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About Wendover

Wendover sits on the western edge of Utah's salt flats, right on the Nevada border. To the north lie the Leppy Hills, a range of rocky slopes that rise a couple thousand feet above the desert. Wendover Peak, the southern tip of the Leppy Hills stands prominently over the town. The salt flats extend for some 40 miles eastward from the city, an expanse of white earth. To the west the ground slopes upward toward the feet of the Toana Mountain Range, whose peaks reach above 8,000 feet. Outside the city, the land is very barren, with a sparse covering of saltbush and sagebrush and grasses that are usually brown and dry. Within the city, the scenery benefits from trees which have been planted by the residents.

Wendover got its name from "Wending over" the desert. It was established in 1906 as a stop on the Western Pacific Railroad. During World War II, the Wendover Army Air Field served as a training base for bomber pilots, including the crew of the fateful Enola Gay which was used to bomb Hiroshima. The base is mostly abandoned today, and historic markers record its use for visitors.

Sitting on the Nevada state line, Wendover has become a gambling stop for visitors from Utah (where gambling is illegal). Immediately across the state line, casinos were established years ago, and a satellite town named West Wendover has grown from there along the old alignment of U.S. Highway 40 (Wendover Boulevard). Moves have been made to combine the two cities into one by moving the state line to include the whole town in Nevada, but this has been opposed by the existing casinos who don't want any new competition located closer to their clientele.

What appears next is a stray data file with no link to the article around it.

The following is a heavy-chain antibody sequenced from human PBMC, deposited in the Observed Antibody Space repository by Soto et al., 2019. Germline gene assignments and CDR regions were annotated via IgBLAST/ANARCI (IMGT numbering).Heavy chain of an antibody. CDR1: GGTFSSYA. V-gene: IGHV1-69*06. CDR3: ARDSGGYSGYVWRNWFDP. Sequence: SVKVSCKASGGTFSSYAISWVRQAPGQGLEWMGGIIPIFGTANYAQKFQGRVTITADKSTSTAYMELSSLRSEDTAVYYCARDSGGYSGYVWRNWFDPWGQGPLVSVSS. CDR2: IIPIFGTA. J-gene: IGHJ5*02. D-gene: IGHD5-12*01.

Interstate 80 passes by Wendover on the north, replacing old highway 40, whose old alignment across the salt flats is now seriously deteriorated, but is an interesting historical route. An alternate route of U.S. Highway 93 extends from Lages Junction to Wendover, which leaves southwestward from the Nevada side of town.

The Leppy Hills are full of caves, especially on Wendover Peak, including Danger Cave. An area just northeast of Wendover has been designated as Danger Cave State Park, however, to the visitor, there is no indication that the park exists except that the caves are barred and locked up.

The famous Bonneville Speedway is also located just northeast of Wendover. Since the 1930s racers have used it to attempt new land speed records, which now have reached as high as 622 miles per hour.

Ancient Lake Bonneville once covered Wendover and the Salt Flats, and reached high up on the surrounding mountains. There are ‘benches", or level areas on the sides of the mountains where the old lakeshore was at different stages. Many of the nearby mountains once were islands.

For More Information:
See the Wikipedia's articles on Wendover and the Wendover Army Air Field. Also see the city's official site at www.cityofwendoverutah.com.

Street Index

a dirt road
a street
Airport Way
Aria Boulevard
Conley Street
Fifth Street
First Street
Frontage Road
Morah Avenue
Ninth Street
Pequop Avenue
Scobie Drive
Second Street
Sixth Street
Skyhawk Drive
Third Street
Toana Lane
Uinta Avenue
Wasatch Lane
Wendover Boulevard
Wildcat Way

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